A study of the African bush elephant's vast network of deep wrinkles has found it is intricately designed to help the animals keep their cool, fight off parasites and defend against sun damage, scientists said on Tuesday.
The fine pattern of millions of channels means the elephant's skin can retain five to 10 times more water than a flat surface, the scientists said.
The research, conducted by scientists at Switzerland's University of Geneva and the Swiss Institute of Bioinformatics, was published in the journal Nature Communications on Tuesday.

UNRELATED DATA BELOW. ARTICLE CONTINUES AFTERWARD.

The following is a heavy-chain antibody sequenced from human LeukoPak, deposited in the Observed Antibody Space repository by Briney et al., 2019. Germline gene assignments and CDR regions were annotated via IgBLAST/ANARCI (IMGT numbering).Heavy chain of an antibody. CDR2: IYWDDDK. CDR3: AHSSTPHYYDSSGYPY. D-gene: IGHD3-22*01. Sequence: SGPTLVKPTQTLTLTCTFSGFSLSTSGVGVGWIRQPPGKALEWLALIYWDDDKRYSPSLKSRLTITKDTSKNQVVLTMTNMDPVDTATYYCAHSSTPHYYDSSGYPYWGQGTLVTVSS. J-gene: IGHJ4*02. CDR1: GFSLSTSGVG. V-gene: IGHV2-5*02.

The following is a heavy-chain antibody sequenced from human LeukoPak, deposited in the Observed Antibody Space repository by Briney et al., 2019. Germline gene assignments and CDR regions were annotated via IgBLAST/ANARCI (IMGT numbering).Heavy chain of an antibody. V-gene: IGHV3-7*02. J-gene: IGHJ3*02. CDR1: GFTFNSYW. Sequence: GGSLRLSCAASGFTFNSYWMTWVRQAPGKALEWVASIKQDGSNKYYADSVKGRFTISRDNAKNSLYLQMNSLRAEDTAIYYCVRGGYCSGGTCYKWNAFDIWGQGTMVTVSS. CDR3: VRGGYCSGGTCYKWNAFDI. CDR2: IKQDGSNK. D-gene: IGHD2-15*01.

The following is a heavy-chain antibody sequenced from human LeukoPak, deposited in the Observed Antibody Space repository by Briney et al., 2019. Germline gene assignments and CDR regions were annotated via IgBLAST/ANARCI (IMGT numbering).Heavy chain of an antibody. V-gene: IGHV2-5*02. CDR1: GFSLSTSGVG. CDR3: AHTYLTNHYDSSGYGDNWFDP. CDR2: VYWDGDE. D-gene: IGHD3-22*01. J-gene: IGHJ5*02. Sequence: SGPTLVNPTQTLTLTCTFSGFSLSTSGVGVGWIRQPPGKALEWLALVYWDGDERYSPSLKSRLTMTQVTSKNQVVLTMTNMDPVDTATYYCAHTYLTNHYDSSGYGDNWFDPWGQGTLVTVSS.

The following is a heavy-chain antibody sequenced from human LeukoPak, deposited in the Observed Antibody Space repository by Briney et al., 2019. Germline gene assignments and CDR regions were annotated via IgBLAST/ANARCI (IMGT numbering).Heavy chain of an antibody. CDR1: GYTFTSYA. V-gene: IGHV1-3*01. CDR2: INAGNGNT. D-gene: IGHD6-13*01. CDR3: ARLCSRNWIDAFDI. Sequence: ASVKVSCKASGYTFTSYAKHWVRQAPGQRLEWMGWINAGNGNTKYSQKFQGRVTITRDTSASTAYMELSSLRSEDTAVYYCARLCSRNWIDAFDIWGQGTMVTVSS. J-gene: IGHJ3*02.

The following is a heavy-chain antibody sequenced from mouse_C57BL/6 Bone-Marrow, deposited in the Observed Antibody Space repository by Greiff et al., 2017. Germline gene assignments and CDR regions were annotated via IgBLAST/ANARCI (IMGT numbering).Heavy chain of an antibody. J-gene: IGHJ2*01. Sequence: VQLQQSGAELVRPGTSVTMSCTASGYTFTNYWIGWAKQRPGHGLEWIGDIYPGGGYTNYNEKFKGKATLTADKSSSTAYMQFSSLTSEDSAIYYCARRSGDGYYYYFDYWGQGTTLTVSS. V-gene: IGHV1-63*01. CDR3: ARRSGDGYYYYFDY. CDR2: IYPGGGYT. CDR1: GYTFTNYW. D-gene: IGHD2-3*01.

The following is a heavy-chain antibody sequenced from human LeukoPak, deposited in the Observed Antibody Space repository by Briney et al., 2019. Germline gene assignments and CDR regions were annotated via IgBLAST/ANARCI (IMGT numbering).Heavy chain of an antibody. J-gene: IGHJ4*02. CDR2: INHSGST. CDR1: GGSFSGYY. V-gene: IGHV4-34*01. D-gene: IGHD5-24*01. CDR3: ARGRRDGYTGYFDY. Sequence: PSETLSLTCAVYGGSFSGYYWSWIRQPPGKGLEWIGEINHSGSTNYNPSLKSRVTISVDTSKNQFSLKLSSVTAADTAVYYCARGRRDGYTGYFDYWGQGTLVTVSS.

"Because of their huge body size, and their warm and dry habitat, African elephants can avoid over-heating only by losing calories through evaporation of the water they collect in and on their skin," researchers wrote.
The scientists found that elephant skin channels are not just folds or wrinkles, but actual fractures in the animal's brittle outermost layer of skin. The skin grows on a tiny lattice framework, they said, causing it to fracture under mechanical stress when the animals move.
African elephants are known to love bathing, spraying and mud-wallowing, and since they have no sweat and sebum glands to keep their skin moist and supple, the tiny crevices trap and hold on to water and mud, helping to regulate body temperature.
They also form a barrier against bugs and solar radiation.
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